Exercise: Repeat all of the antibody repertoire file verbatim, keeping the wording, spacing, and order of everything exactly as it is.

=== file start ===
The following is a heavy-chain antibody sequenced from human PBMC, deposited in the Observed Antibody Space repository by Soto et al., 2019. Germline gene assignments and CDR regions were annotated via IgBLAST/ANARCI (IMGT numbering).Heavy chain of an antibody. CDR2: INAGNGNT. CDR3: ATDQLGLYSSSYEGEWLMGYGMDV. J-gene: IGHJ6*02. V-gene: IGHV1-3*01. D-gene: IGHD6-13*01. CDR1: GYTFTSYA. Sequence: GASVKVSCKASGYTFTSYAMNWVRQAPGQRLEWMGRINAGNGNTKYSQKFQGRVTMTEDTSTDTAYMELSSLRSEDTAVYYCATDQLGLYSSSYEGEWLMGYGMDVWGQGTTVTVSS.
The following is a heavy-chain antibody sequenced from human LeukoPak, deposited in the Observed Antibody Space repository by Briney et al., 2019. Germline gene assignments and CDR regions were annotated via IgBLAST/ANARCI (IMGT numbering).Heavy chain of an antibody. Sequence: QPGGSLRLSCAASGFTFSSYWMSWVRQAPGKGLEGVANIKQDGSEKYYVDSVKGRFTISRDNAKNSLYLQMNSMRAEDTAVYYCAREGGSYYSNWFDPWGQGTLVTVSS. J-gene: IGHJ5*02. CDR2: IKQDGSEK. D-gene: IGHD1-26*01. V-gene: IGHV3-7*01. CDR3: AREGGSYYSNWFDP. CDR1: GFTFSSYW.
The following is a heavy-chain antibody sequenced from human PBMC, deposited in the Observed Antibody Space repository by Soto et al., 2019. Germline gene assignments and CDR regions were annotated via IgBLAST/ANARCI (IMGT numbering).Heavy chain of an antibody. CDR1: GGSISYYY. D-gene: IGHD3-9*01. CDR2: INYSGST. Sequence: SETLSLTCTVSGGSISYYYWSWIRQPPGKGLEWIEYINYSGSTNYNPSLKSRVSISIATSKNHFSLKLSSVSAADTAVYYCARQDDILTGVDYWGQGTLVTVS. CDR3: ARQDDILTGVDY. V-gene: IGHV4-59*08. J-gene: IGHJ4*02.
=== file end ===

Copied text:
The following is a heavy-chain antibody sequenced from human PBMC, deposited in the Observed Antibody Space repository by Soto et al., 2019. Germline gene assignments and CDR regions were annotated via IgBLAST/ANARCI (IMGT numbering).Heavy chain of an antibody. CDR2: INAGNGNT. CDR3: ATDQLGLYSSSYEGEWLMGYGMDV. J-gene: IGHJ6*02. V-gene: IGHV1-3*01. D-gene: IGHD6-13*01. CDR1: GYTFTSYA. Sequence: GASVKVSCKASGYTFTSYAMNWVRQAPGQRLEWMGRINAGNGNTKYSQKFQGRVTMTEDTSTDTAYMELSSLRSEDTAVYYCATDQLGLYSSSYEGEWLMGYGMDVWGQGTTVTVSS.
The following is a heavy-chain antibody sequenced from human LeukoPak, deposited in the Observed Antibody Space repository by Briney et al., 2019. Germline gene assignments and CDR regions were annotated via IgBLAST/ANARCI (IMGT numbering).Heavy chain of an antibody. Sequence: QPGGSLRLSCAASGFTFSSYWMSWVRQAPGKGLEGVANIKQDGSEKYYVDSVKGRFTISRDNAKNSLYLQMNSMRAEDTAVYYCAREGGSYYSNWFDPWGQGTLVTVSS. J-gene: IGHJ5*02. CDR2: IKQDGSEK. D-gene: IGHD1-26*01. V-gene: IGHV3-7*01. CDR3: AREGGSYYSNWFDP. CDR1: GFTFSSYW.
The following is a heavy-chain antibody sequenced from human PBMC, deposited in the Observed Antibody Space repository by Soto et al., 2019. Germline gene assignments and CDR regions were annotated via IgBLAST/ANARCI (IMGT numbering).Heavy chain of an antibody. CDR1: GGSISYYY. D-gene: IGHD3-9*01. CDR2: INYSGST. Sequence: SETLSLTCTVSGGSISYYYWSWIRQPPGKGLEWIEYINYSGSTNYNPSLKSRVSISIATSKNHFSLKLSSVSAADTAVYYCARQDDILTGVDYWGQGTLVTVS. CDR3: ARQDDILTGVDY. V-gene: IGHV4-59*08. J-gene: IGHJ4*02.